Despite its modest size, Pangkor Island has a good list of attractions to visit. One of them is Dutch Fort or in Malay, Kota Belanda. The ruins of Dutch Fort are the remnants of an outpost built by the Dutch in an attempt to control trade in the Malay Peninsular.
The Dutch used to call it Fort Dindingh after the Dinding River, the major river that flows in Manjung District of Perak.
According to Wikipedia:
The fort was built by the Dutch in 1670 for storage and protection of tin supplies from the sultanate of Perak. The fort was destroyed in 1690 by the Malays who were discontent with the methods used by the Dutch in obtaining minerals.
It was rebuilt by the Dutch in 1743 and a force of 60 soldiers was placed to guard the fort until 1748, when the force was disbanded and the fort abandoned.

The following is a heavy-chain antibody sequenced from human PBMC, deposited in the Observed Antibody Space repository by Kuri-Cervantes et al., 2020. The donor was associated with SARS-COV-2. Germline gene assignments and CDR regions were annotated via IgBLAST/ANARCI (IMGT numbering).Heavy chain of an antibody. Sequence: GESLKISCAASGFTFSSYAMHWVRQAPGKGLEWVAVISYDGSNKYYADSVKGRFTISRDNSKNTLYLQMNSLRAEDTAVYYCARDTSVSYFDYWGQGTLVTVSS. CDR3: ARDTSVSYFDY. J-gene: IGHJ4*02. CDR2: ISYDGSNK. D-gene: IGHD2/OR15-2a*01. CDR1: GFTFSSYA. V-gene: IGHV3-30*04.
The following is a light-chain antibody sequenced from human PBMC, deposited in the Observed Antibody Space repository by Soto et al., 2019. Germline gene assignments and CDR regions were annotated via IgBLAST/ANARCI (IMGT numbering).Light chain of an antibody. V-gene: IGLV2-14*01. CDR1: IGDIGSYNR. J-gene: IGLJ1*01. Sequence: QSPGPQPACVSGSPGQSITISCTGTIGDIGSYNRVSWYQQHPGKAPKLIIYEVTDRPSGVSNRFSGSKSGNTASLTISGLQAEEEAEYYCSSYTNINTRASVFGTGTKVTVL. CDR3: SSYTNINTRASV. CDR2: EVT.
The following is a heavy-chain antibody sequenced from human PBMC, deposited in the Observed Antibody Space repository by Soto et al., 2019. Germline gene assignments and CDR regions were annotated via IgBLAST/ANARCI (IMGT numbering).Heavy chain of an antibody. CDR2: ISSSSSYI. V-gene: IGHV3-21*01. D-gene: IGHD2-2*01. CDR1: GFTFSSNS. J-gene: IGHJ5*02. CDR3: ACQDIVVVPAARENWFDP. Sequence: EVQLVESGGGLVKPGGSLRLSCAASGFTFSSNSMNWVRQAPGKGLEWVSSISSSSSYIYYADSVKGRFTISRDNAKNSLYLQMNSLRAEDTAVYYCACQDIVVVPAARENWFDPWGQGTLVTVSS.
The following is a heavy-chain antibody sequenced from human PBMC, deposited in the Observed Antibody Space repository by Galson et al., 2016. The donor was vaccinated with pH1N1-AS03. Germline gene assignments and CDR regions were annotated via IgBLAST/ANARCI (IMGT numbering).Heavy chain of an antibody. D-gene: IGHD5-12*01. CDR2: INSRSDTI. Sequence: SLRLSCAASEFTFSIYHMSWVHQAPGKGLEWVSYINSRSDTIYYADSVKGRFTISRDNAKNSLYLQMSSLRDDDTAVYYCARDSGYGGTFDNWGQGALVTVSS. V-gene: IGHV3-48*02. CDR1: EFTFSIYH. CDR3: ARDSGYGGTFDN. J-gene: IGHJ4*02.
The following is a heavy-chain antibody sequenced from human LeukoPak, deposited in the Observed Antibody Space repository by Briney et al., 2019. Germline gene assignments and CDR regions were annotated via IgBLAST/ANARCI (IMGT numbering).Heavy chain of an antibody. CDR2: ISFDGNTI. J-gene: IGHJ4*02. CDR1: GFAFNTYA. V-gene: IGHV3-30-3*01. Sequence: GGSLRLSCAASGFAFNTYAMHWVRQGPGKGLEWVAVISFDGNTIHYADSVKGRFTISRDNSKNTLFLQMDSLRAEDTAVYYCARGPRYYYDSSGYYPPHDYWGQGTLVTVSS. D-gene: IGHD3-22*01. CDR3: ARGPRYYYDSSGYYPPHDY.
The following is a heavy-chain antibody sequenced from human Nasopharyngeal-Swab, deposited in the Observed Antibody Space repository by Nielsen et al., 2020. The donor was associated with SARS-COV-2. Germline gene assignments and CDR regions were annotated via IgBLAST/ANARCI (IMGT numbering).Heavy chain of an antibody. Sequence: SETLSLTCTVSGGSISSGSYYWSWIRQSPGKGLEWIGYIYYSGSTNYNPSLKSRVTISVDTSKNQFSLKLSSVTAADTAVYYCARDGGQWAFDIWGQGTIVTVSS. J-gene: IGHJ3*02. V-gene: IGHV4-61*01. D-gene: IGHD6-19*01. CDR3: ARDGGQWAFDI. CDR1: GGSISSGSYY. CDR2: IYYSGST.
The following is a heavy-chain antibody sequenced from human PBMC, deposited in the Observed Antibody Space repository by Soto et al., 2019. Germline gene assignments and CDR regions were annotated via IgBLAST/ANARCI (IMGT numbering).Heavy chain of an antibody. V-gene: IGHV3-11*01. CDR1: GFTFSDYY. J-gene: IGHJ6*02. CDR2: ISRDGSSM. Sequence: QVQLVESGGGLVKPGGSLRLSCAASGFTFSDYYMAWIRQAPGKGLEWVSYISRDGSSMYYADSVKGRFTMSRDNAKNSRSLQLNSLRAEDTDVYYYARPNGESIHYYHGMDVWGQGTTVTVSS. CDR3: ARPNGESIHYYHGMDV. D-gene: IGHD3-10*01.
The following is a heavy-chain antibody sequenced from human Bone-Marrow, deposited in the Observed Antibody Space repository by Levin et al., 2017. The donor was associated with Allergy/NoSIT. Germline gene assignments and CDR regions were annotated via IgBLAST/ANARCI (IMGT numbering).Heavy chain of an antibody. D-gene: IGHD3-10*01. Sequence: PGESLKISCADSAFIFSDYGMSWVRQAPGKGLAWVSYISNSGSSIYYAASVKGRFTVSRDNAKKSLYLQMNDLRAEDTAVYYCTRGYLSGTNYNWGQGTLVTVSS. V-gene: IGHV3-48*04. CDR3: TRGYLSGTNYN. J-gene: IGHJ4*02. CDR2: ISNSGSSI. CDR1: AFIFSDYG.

The fort was reconstructed by Malaysia’s museum department in 1973 and was gazetted as an ancient monument and historical site under the Antiquities Act 1976 No. 242 Perak Gazette dated 21 March 1978.
The fort is set a short distance from the ocean and consists of three brick walls with round windows at regular intervals. A small park and some souvenir stores have been set up around the area for visitors and is a popular tourist sight on the island today.
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